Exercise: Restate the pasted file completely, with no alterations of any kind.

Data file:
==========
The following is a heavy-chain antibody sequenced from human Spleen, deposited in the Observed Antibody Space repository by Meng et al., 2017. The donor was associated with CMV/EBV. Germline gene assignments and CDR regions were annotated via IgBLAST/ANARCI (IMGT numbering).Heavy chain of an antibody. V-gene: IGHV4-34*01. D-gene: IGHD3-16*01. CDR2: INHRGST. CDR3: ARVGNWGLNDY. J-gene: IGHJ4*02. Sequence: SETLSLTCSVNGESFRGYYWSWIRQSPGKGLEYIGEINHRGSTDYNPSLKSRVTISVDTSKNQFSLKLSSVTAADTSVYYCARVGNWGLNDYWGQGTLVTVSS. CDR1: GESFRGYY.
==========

The following is a heavy-chain antibody sequenced from human Spleen, deposited in the Observed Antibody Space repository by Meng et al., 2017. The donor was associated with CMV/EBV. Germline gene assignments and CDR regions were annotated via IgBLAST/ANARCI (IMGT numbering).Heavy chain of an antibody. V-gene: IGHV4-34*01. D-gene: IGHD3-16*01. CDR2: INHRGST. CDR3: ARVGNWGLNDY. J-gene: IGHJ4*02. Sequence: SETLSLTCSVNGESFRGYYWSWIRQSPGKGLEYIGEINHRGSTDYNPSLKSRVTISVDTSKNQFSLKLSSVTAADTSVYYCARVGNWGLNDYWGQGTLVTVSS. CDR1: GESFRGYY.